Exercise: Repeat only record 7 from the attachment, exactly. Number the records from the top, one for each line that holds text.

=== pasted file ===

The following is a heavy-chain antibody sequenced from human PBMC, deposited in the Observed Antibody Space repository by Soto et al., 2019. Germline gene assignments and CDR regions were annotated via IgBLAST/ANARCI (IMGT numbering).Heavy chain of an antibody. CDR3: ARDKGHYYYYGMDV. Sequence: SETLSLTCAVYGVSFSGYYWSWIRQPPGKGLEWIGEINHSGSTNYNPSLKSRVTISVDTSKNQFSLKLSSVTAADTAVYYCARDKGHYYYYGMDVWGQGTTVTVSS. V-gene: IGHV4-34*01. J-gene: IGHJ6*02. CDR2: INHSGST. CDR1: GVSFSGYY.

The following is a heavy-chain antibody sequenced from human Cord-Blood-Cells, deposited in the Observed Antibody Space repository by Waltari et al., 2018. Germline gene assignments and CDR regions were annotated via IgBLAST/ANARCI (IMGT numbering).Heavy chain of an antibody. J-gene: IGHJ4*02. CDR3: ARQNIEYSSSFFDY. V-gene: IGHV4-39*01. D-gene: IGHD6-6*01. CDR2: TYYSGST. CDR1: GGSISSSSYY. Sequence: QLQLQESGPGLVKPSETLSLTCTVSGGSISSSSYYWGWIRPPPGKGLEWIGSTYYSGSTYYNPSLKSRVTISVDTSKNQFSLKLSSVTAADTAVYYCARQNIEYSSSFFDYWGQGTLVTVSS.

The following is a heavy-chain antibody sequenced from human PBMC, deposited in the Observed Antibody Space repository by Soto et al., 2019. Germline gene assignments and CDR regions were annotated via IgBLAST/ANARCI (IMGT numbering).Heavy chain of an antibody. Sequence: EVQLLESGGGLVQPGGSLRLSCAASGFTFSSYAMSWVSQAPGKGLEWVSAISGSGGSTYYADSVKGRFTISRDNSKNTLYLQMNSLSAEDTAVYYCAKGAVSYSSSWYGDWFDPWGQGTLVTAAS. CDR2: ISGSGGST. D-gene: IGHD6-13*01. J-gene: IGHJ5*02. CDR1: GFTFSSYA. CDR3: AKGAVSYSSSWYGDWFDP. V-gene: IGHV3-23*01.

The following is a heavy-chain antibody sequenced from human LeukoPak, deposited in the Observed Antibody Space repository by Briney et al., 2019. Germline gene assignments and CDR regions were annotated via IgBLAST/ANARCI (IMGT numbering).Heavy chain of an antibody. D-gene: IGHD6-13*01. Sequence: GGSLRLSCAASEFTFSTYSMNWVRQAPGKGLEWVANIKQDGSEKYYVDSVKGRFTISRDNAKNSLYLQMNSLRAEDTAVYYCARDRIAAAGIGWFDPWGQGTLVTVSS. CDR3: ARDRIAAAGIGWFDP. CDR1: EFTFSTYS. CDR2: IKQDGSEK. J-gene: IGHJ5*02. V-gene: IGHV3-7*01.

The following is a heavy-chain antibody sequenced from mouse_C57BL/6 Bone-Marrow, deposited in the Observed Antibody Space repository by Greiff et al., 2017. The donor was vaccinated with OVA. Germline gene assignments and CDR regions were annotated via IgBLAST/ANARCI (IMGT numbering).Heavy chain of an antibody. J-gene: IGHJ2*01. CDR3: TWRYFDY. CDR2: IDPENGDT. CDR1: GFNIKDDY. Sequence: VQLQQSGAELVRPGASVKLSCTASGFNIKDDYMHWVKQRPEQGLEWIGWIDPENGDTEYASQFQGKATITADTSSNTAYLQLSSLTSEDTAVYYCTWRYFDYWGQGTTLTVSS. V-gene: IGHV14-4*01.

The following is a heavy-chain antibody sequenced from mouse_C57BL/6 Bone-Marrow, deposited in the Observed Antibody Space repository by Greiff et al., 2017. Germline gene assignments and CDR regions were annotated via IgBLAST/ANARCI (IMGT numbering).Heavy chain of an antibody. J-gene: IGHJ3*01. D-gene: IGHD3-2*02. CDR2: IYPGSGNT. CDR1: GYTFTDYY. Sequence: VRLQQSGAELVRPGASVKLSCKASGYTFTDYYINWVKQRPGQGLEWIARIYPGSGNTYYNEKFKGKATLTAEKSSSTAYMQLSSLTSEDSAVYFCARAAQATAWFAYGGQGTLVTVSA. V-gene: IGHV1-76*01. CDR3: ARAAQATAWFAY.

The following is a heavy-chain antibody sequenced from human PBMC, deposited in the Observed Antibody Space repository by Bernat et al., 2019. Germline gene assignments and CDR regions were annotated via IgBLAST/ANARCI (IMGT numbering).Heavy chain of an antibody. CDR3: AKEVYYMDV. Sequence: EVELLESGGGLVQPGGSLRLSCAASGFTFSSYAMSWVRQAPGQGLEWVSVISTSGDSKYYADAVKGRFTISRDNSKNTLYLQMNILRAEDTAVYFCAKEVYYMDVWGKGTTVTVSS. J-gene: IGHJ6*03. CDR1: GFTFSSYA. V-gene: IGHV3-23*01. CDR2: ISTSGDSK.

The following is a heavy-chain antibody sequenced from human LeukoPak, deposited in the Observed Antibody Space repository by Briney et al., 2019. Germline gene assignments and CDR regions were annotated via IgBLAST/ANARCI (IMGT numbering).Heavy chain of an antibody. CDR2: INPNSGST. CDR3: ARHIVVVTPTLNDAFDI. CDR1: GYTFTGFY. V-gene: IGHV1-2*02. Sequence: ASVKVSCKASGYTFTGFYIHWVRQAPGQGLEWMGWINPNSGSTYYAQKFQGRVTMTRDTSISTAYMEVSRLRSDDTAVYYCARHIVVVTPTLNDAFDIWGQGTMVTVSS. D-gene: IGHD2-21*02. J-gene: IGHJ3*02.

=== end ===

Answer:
The following is a heavy-chain antibody sequenced from human PBMC, deposited in the Observed Antibody Space repository by Bernat et al., 2019. Germline gene assignments and CDR regions were annotated via IgBLAST/ANARCI (IMGT numbering).Heavy chain of an antibody. CDR3: AKEVYYMDV. Sequence: EVELLESGGGLVQPGGSLRLSCAASGFTFSSYAMSWVRQAPGQGLEWVSVISTSGDSKYYADAVKGRFTISRDNSKNTLYLQMNILRAEDTAVYFCAKEVYYMDVWGKGTTVTVSS. J-gene: IGHJ6*03. CDR1: GFTFSSYA. V-gene: IGHV3-23*01. CDR2: ISTSGDSK.